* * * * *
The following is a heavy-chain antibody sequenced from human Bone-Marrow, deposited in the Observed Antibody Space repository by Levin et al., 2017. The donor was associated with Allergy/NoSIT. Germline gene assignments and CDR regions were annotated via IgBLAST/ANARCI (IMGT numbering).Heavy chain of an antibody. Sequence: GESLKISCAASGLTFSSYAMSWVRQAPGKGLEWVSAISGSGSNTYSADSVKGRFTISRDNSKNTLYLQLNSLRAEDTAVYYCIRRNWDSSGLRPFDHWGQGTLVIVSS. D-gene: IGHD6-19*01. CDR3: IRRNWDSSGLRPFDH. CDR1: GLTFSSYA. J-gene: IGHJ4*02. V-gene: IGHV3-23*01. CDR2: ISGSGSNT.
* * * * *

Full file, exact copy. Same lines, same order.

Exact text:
The following is a heavy-chain antibody sequenced from human Bone-Marrow, deposited in the Observed Antibody Space repository by Levin et al., 2017. The donor was associated with Allergy/NoSIT. Germline gene assignments and CDR regions were annotated via IgBLAST/ANARCI (IMGT numbering).Heavy chain of an antibody. Sequence: GESLKISCAASGLTFSSYAMSWVRQAPGKGLEWVSAISGSGSNTYSADSVKGRFTISRDNSKNTLYLQLNSLRAEDTAVYYCIRRNWDSSGLRPFDHWGQGTLVIVSS. D-gene: IGHD6-19*01. CDR3: IRRNWDSSGLRPFDH. CDR1: GLTFSSYA. J-gene: IGHJ4*02. V-gene: IGHV3-23*01. CDR2: ISGSGSNT.